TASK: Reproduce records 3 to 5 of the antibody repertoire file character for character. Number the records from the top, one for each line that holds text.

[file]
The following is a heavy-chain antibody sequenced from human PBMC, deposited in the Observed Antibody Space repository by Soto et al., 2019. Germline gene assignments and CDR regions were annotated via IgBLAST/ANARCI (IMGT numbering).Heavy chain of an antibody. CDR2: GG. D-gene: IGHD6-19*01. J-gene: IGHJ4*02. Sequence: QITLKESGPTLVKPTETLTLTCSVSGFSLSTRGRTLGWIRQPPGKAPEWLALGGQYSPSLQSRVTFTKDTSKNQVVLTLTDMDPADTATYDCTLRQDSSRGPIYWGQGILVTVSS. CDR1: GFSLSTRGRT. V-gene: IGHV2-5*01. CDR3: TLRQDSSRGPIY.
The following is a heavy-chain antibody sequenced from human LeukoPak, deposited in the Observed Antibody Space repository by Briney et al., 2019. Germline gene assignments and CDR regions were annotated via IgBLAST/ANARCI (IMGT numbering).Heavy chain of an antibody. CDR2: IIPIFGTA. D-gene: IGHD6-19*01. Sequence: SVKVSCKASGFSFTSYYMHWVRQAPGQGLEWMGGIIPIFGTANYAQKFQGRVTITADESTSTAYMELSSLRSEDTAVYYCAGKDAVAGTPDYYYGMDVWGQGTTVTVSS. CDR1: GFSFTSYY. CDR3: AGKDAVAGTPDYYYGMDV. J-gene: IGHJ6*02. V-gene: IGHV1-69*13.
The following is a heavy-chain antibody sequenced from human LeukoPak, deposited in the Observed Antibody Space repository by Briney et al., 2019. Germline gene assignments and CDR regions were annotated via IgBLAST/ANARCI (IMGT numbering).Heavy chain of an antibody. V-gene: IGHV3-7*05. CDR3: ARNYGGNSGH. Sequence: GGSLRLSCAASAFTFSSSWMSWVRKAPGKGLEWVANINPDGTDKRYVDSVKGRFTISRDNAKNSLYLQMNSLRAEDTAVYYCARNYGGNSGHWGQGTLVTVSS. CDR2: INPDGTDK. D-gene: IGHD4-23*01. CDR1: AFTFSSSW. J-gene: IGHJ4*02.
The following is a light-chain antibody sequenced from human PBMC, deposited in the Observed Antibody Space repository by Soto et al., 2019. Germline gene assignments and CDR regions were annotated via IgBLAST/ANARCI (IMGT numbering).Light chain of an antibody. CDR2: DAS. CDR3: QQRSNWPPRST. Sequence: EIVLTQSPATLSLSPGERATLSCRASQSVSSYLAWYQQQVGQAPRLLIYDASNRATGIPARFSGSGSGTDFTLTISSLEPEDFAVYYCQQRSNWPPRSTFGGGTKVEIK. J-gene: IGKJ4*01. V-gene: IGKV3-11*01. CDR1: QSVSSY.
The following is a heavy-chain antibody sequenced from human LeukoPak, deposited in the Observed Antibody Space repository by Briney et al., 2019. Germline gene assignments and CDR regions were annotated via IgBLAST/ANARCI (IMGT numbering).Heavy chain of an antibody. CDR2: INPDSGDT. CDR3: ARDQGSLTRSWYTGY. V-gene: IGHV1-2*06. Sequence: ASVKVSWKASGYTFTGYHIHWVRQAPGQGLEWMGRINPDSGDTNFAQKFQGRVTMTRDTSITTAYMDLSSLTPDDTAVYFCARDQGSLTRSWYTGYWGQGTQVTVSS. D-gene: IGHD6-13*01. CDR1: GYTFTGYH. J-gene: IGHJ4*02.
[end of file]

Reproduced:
The following is a heavy-chain antibody sequenced from human LeukoPak, deposited in the Observed Antibody Space repository by Briney et al., 2019. Germline gene assignments and CDR regions were annotated via IgBLAST/ANARCI (IMGT numbering).Heavy chain of an antibody. V-gene: IGHV3-7*05. CDR3: ARNYGGNSGH. Sequence: GGSLRLSCAASAFTFSSSWMSWVRKAPGKGLEWVANINPDGTDKRYVDSVKGRFTISRDNAKNSLYLQMNSLRAEDTAVYYCARNYGGNSGHWGQGTLVTVSS. CDR2: INPDGTDK. D-gene: IGHD4-23*01. CDR1: AFTFSSSW. J-gene: IGHJ4*02.
The following is a light-chain antibody sequenced from human PBMC, deposited in the Observed Antibody Space repository by Soto et al., 2019. Germline gene assignments and CDR regions were annotated via IgBLAST/ANARCI (IMGT numbering).Light chain of an antibody. CDR2: DAS. CDR3: QQRSNWPPRST. Sequence: EIVLTQSPATLSLSPGERATLSCRASQSVSSYLAWYQQQVGQAPRLLIYDASNRATGIPARFSGSGSGTDFTLTISSLEPEDFAVYYCQQRSNWPPRSTFGGGTKVEIK. J-gene: IGKJ4*01. V-gene: IGKV3-11*01. CDR1: QSVSSY.
The following is a heavy-chain antibody sequenced from human LeukoPak, deposited in the Observed Antibody Space repository by Briney et al., 2019. Germline gene assignments and CDR regions were annotated via IgBLAST/ANARCI (IMGT numbering).Heavy chain of an antibody. CDR2: INPDSGDT. CDR3: ARDQGSLTRSWYTGY. V-gene: IGHV1-2*06. Sequence: ASVKVSWKASGYTFTGYHIHWVRQAPGQGLEWMGRINPDSGDTNFAQKFQGRVTMTRDTSITTAYMDLSSLTPDDTAVYFCARDQGSLTRSWYTGYWGQGTQVTVSS. D-gene: IGHD6-13*01. CDR1: GYTFTGYH. J-gene: IGHJ4*02.